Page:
To deal with that issue you need end-to-end transport security. Running DANE on top of DNSSEC is *one* way to achieve that, and certainly the current CA approach has its problems, but it's unclear that DANE is significantly better.

  5. fluffybunnyuk

    I had russian IP addresses and alot of them sniffing round my DNS server. After implementing DNSSEC they stopped sniffing and went away. Admittedly i could have just blocked the ip range at the network firewall, but it did the job. My main problem with DNSSEC was the extra packet size if i recall.

  6. GnuTzu Bronze badge
    Coat

    "And, they might blame..."

    Oh, they'll definitely blame their proxy administrator.

  7. Marcel
    Go

    Yes, it's hard, but...

    It's a chicken and egg problem.

    Setting up TCP/IP stack used to be hard...

    Setting up Linux with Apache and MySql used to be hard...

    Setting up SSL/TLS on your website used to be hard...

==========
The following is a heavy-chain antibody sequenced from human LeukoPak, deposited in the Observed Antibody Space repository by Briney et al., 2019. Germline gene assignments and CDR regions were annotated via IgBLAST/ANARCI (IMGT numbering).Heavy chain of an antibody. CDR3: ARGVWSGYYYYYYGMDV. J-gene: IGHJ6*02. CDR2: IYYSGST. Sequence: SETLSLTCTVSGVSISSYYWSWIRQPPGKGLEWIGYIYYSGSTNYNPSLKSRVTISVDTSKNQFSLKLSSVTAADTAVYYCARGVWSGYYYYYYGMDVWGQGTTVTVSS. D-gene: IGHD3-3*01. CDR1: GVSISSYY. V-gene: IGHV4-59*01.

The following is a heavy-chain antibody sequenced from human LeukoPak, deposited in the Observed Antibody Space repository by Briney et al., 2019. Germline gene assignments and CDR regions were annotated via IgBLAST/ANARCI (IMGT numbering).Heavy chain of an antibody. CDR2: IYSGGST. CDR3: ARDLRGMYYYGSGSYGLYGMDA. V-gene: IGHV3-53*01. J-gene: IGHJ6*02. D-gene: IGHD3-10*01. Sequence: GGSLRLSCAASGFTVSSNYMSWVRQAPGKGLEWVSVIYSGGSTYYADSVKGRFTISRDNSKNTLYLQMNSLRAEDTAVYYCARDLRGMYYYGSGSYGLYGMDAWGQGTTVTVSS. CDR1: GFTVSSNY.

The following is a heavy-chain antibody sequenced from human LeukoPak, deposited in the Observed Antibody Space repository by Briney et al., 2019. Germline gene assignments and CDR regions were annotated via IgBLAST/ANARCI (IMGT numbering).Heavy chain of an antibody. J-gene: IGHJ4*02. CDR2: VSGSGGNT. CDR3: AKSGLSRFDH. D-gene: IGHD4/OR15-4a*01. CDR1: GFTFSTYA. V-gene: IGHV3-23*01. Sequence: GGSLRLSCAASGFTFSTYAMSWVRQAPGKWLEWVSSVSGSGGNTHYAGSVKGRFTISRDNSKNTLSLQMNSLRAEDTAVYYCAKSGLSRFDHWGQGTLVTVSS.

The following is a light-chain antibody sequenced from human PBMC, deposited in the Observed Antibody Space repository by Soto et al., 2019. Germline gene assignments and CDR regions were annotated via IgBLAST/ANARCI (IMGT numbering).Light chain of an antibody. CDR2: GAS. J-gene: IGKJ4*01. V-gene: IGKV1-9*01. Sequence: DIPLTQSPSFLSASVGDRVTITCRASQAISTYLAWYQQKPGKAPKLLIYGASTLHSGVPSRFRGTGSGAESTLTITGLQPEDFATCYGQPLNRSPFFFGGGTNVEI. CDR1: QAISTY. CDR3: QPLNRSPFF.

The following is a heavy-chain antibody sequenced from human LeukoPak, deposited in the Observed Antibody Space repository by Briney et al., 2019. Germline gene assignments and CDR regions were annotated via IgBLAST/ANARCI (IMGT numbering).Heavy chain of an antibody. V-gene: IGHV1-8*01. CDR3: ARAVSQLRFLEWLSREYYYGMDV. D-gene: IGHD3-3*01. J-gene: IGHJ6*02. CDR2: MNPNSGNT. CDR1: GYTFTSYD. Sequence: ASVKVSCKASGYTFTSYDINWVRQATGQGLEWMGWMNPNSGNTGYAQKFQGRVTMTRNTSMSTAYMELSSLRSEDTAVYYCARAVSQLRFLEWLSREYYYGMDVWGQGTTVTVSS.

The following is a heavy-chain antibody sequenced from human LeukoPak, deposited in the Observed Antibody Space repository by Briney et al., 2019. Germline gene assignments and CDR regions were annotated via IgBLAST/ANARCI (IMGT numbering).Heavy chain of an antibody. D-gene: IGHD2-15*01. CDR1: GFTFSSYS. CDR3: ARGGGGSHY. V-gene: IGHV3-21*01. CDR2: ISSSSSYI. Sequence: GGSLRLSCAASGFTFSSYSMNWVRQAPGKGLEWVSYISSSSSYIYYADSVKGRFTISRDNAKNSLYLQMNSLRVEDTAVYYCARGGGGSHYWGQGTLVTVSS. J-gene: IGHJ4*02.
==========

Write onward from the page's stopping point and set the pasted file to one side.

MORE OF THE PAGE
Setting up DNSSEC is hard NOW, but as it matures, knowledge and tooling will improve and it will not be hard anymore and we will reap the benefits.

    Just about everything in the world depends on DNS and it should be secure.

    1. PyLETS

      Re: Yes, it's hard, but...

      I suspect early use cases might include where a provider of a vertical application which needs a higher level of security than otherwise available sufficiently to make it worth installing dedicated client applications - e.g. a bank or other financial trading platform which makes you use their own browser or plugin. But if an application provider can achieve that, I'm unsure that much better security is obtainable by using DNSSEC than would be provided by the application using a restricted CA list.

      So if the benefits of DNSSEC will only occur when enough people use it we're down to a chicken and egg problem. There must be some benefit for a registrar which offers support in the sense more technical site operators who care about security will migrate to them from their competitors.